Finally, while having the unit ready to be re-rented 4-5 days after the current tenants vacate is a laudable goal, you would not be legally bound to it, unless you entered into an agreement with the departing tenants to exchange their uncertain liability for a stipulated, or ‘liquidated’ amount, which is sometimes included in the rental agreement as an ‘early departure fee’ or some similarly worded provision. In such provision, the parties agree in advance that a breach of the lease prior to the last 1-2 months of the term will require the tenant to pay a set amount, such as one- or two-months’ rent, rather than face an open-ended liability for the remaining lease term.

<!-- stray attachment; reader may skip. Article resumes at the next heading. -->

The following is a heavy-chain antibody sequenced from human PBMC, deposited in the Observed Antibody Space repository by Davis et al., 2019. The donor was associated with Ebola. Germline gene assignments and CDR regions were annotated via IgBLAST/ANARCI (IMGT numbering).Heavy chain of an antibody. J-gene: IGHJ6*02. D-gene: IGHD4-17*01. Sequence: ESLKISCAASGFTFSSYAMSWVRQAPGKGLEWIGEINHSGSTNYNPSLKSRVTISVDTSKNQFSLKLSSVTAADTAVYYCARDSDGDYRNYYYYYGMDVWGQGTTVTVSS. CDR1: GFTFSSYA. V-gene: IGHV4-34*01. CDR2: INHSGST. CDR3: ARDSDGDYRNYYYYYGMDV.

Question 5: I will have a granny unit coming up for rent in the unincorporated area in Sonoma County in the near future.  In the past, it was rented under a one-year lease then month-to-month. Here is my question – I am going to try to rent to traveling nursing professionals (fully furnished) who typically work for 90 days which is a typical assignment length at local hospitals instead of a long-term lease. My question is do I handle the short-term rental the same as a long-term rental?  Does the paperwork remain the same for both types or do I have to do things differently?